The Computing Department is situated within the B and E Block and has two dedicated computer suites to accommodate all timetabled lessons. The rooms are each equipped with 24 PCs, interactive whiteboard and projector, internet and email access and a range of software suites including Microsoft Office and Serif Applications.
Mrs L Park MacArthur House Progress Leader; Teacher of Computing
Key Stage 3 Curriculum
The Key Stage 3 Curriculum has been designed to satisfy the new National Curriculum for Computing and equip students with the skills required in this digital world. In Year 7 students receive one hour of computing a week. In 8 students are taught in mixed ability groups on a carousel basis. There is an option for Year 9 to choose Computer Science, this comprises of four lessons a fortnight and they learn the fundamental skills required should they decide to pursue the subject at KS4.
Our aim is that students become independent learners and confident users of ICT and Computing within a range of software programs where skills can be transferred and used in a variety of other subject disciplines. Students are encouraged to progress and develop their knowledge and understanding in a variety of units covering digital literacy, information technology and computer science. They will develop programming skills throughout the 3 years. Students are assessed in their work via a range of different methods.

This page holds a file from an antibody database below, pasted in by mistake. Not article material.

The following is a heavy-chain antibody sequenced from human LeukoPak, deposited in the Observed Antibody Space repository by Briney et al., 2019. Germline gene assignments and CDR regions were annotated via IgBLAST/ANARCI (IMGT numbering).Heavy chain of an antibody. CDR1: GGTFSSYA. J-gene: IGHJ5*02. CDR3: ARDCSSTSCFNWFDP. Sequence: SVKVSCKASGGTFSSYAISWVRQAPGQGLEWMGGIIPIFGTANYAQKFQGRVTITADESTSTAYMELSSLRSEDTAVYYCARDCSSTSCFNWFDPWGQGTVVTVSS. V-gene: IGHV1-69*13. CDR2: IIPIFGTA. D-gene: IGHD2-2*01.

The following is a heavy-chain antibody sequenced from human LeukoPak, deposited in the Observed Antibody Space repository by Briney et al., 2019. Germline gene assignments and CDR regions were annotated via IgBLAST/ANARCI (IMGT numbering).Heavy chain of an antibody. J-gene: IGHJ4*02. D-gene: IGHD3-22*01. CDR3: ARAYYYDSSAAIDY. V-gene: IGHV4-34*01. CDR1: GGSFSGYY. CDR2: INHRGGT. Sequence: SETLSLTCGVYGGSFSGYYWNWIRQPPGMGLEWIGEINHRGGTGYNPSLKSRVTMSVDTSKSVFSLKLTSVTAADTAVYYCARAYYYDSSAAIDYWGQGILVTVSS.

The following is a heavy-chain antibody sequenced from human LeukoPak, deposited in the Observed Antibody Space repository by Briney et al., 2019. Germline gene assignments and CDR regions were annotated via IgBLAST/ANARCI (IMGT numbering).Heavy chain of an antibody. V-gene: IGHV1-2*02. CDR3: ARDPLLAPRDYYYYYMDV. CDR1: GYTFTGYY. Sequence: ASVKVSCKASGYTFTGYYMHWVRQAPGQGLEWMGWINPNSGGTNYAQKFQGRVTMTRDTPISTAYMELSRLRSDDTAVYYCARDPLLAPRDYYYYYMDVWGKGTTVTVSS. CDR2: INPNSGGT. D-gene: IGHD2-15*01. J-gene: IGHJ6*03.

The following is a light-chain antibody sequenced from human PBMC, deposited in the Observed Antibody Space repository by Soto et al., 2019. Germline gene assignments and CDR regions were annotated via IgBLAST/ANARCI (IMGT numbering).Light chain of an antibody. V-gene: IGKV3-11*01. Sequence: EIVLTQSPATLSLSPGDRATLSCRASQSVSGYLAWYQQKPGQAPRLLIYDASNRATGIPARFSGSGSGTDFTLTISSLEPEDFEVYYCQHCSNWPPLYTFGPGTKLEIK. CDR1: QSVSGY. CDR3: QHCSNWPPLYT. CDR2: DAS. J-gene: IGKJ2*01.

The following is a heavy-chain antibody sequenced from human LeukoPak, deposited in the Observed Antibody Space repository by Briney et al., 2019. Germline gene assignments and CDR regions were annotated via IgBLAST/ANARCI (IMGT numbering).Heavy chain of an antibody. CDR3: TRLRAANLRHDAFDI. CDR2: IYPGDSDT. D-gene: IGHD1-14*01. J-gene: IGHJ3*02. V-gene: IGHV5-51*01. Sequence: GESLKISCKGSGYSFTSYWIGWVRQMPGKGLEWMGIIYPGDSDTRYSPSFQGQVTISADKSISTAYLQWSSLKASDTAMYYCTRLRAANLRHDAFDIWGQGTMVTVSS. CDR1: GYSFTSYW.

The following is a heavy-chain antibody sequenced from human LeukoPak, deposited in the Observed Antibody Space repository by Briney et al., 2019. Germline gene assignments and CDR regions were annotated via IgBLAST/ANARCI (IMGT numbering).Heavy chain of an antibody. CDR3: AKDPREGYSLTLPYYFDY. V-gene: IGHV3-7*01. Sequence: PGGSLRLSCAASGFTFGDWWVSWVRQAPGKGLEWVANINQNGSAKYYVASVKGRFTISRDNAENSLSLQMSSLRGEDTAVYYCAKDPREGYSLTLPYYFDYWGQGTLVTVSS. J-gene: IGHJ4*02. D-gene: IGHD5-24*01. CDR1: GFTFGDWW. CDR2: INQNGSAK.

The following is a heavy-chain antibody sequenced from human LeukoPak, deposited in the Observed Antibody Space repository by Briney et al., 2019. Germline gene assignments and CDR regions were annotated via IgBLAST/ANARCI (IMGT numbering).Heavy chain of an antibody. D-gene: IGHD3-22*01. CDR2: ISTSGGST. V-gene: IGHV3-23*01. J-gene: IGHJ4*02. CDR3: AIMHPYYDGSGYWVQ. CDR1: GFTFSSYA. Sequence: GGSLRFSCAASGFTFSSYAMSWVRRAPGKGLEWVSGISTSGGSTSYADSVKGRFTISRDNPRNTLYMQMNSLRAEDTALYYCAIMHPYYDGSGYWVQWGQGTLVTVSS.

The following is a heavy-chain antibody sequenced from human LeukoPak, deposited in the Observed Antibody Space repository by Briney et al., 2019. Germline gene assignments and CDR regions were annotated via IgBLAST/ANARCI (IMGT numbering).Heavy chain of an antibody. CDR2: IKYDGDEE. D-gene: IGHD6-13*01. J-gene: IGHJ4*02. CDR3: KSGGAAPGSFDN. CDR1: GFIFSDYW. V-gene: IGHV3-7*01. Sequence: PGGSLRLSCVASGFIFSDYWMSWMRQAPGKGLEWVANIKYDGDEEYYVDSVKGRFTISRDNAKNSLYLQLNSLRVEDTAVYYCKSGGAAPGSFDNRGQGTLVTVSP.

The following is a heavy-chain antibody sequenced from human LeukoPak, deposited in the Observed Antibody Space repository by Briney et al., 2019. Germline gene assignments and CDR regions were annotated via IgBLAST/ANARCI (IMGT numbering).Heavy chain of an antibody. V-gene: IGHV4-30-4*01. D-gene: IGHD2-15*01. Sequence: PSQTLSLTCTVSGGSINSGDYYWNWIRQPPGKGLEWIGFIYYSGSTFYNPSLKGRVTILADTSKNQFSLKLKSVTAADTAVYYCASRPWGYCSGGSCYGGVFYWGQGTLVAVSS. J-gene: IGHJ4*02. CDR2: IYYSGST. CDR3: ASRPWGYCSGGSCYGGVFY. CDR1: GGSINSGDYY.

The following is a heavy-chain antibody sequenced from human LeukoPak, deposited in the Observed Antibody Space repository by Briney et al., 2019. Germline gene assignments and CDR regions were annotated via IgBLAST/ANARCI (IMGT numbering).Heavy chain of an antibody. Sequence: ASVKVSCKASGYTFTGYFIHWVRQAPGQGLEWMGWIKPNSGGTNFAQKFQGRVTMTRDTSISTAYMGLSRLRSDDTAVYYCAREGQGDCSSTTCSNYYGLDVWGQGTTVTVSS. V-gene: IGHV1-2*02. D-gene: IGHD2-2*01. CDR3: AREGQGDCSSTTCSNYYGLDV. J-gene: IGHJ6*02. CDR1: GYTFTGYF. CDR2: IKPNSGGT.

Key Stage 4 Curriculum
Students have the opportunity to study GCSE Computing at Key Stage 4 where we use the OCR exam board and follow the GCSE 9-1 Specification Computing J276 (From 2016).
Within the theme of Computer Systems (01) students study the theory topics; ‘systems architecture’, ‘memory’, ‘storage’, ‘wired/wireless networks’, ‘network topologies’, ‘systems security’, ‘systems software’, ‘ethical, legal and cultural issues’. This is assessed with a written exam worth 50%.
In the theme of Computational thinking, algorithms and programming (02) students study the topics; ‘algorithms’, ‘programming techniques’, ‘robust systems’, ‘computational logic’, ‘translators and facilitators of languages’ and ‘data representation’. As part of this students learn a variety of skills in programming using Python and are required to complete a 20 hour programming task that is submitted to the exam board (although does not contribute to their overall mark). This is assessed with a written exam worth 50%.
Classes are mixed ability based on option block choices and all assessment is finalised at the end of the two year course.
“Everyone should know how to program a computer because it teaches us how to think” – Steve Jobs, Co-Founder of Apple, 1955-2011